Grant Projects

Colleges and universities are transforming education planning, counseling and coaching, and risk targeting and intervention to help their students complete their degree.

iPASS institutions are using the grant to transform their advising and student services and more fully integrate their technology systems to provide a seamless experience for students, faculty, and staff. Technology systems integration is important to all iPASS projects, but equal—or greater—attention is given to integrating the multiple retention and student success strategies, programs, and services that an institution offers. To accomplish this, grantee projects involve tech development and improvement, making changes in organizational structure and processes, and engaging new mindsets about advising and learning-centered support. The Goal: Every degree-seeking student makes timely progress toward and completes a degree.

Individual Projects

The iPASS initiative includes 26 grant recipients along with 10 community members. The list of iPASS grant recipients offers a brief description of each institution’s project along with basic information such as institution type and student population to provide context for their efforts. Contact information is also available. View the list.


Advising and Support Systems

Grantees are looking at ways to develop more effective communications (internal and with students) and interventions that empower students to take responsibility for their success and take the actions that will lead them to their goals. Messaging is extremely important here: projects are working to provide information on progress and interventions in ways that improve outcomes, not dissuade students from their goals as they consider their chances of success.

All institutions are taking a second look at their current approach to advising, working to establish an institution-wide vision. Many are establishing strategies so that advising is coordinated across an institution and even becomes a college-wide responsibility with key offices stepping in at the right moments along the way. Some are looking to shift from an institution-centered to a learning-centered advising approach. Others are looking to refine the role of academic advisors; one example project is shifting the advisor role to a relationship manager who guides students to the resources they need to succeed as they work toward personalized academic goals.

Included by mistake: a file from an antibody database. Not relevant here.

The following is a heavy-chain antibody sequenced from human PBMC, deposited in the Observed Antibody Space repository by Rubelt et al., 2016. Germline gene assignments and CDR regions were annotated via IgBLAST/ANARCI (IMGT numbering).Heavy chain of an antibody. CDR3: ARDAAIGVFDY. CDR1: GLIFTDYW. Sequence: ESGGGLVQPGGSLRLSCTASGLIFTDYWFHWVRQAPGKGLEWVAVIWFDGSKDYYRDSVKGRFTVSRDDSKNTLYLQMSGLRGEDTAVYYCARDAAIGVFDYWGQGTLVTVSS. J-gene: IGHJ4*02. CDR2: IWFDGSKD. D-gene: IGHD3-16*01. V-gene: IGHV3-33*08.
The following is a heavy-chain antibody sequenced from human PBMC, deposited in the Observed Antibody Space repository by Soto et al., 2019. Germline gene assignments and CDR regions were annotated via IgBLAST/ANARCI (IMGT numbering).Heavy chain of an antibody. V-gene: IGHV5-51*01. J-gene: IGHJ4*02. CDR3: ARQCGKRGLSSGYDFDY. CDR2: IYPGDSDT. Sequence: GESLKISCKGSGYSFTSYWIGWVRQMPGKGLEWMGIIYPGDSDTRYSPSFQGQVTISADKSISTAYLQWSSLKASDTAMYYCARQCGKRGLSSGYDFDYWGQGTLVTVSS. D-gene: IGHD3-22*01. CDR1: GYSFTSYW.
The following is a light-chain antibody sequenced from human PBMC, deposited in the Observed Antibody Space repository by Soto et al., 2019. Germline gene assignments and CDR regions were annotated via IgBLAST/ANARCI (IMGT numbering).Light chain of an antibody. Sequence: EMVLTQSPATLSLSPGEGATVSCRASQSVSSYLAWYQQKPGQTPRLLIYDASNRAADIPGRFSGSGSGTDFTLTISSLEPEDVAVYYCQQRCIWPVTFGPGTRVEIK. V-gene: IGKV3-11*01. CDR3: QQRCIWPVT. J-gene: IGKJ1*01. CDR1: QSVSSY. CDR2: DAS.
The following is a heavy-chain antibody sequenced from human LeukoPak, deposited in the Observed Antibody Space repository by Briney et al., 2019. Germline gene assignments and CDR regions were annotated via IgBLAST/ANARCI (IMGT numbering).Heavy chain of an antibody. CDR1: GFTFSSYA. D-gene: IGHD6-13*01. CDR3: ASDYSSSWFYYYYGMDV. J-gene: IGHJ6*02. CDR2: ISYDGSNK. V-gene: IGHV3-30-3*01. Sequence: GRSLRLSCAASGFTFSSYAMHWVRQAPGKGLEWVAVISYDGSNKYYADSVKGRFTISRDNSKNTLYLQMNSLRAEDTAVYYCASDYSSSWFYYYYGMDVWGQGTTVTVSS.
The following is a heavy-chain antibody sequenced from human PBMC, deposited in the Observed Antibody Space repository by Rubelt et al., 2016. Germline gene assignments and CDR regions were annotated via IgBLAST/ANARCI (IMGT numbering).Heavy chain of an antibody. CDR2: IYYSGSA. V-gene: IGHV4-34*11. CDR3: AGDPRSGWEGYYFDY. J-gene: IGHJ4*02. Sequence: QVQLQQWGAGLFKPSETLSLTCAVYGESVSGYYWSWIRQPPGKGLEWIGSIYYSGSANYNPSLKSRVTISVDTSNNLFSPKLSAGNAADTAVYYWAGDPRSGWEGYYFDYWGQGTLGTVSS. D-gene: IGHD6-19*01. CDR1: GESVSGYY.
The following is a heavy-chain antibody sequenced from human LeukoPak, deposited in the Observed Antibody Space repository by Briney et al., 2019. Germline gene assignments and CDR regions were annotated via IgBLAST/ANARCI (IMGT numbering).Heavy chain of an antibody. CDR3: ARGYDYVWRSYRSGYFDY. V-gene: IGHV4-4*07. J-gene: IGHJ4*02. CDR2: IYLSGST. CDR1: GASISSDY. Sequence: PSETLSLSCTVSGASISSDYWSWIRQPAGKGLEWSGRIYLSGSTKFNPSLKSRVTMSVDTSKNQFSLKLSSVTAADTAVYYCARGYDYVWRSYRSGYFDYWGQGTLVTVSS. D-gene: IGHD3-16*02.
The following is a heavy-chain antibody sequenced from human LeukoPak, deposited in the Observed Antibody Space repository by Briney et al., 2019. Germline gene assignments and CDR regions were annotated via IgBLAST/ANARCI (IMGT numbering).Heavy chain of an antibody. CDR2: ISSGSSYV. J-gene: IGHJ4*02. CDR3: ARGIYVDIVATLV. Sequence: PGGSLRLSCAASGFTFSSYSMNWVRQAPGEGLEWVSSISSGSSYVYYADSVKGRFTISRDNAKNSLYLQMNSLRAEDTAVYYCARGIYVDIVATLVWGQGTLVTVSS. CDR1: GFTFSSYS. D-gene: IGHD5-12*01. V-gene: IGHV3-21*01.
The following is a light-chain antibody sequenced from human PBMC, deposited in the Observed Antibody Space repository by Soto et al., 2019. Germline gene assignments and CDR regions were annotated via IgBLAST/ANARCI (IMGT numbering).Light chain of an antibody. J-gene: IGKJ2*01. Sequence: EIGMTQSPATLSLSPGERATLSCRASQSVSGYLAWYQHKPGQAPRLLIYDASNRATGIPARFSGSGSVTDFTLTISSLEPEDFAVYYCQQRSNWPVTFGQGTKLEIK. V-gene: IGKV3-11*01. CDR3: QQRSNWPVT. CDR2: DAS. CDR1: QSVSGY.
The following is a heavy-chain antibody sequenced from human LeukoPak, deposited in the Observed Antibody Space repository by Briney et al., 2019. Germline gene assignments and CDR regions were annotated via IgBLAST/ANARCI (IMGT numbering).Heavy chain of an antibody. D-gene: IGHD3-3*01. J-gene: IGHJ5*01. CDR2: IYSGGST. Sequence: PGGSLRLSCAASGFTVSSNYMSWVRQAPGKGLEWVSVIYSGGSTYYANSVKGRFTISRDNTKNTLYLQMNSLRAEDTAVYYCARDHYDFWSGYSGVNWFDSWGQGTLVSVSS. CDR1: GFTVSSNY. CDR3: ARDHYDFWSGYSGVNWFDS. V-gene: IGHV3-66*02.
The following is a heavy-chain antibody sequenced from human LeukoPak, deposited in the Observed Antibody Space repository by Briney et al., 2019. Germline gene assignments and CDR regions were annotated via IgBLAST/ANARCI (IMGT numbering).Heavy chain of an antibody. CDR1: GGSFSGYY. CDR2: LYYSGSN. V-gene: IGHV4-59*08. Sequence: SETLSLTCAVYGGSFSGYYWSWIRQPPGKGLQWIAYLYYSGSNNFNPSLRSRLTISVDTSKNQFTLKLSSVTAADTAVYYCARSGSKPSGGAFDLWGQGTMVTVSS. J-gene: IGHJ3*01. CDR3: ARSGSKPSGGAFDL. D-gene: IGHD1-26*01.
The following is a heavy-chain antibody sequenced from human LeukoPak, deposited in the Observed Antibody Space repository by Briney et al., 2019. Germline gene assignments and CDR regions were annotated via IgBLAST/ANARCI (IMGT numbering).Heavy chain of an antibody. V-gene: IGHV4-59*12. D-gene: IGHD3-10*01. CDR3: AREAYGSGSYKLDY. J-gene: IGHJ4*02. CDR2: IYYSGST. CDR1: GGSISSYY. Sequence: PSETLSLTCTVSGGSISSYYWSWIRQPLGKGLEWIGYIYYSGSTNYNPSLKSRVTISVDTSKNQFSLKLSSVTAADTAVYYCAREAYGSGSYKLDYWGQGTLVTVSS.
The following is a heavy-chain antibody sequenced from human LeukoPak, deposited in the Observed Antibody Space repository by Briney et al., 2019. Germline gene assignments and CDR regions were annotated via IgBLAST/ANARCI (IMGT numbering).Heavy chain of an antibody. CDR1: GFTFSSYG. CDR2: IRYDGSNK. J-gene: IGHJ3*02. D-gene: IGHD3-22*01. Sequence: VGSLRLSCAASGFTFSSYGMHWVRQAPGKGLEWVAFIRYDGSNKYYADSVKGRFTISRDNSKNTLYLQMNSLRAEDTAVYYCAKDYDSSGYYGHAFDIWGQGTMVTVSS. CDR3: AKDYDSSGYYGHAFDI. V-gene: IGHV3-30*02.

To accomplish this, colleges are using the iPASS project to increase their capacity to provide student support, develop proactive strategies, and systematize effective advising practices. This includes better communication among and training for faculty, department heads, advisors, and students. It also involves improving workflow processes and prioritizing resources so they can effectively direct supports to those who need it and can benefit the most.

Advising and Support Systems

Grantees are also looking to improve technology systems in service of more effective advising and student support. Most grantee colleges and universities are creating or improving data and information tools that guide students and advisors in ways that engage interest and motivate action. Several projects focus on the use of predictive analytics in early alert systems. Others are creating real-time data systems to help faculty, advisors, and students to use current and personalized data rather than historical aggregated reports to make advising decisions. To improve the accuracy and quality of interventions, many colleges are working to connect data contained in different systems and to make that data readily available through mobile devices and/or dashboards. They are looking at indicators of student success related to both cognitive and affective factors as well as data on finance, student life, wellness, service, and career preparation alongside academic data. The systems addressed by iPASS grantees include the following:

  • Early alert, Risk targeting systems
  • Degree audits
  • Academic planning systems (including financial, career, and co-curricular planning )
  • Progress roadmaps and tracking systems
  • Schedule planning
  • Relationship management systems (CRM)
  • Retention management
  • Communication tools
  • Student intake surveys
  • Data warehouses
  • Reporting and analytics
  • Predictive modeling
  • Advisor and student dashboards
  • ePortfolios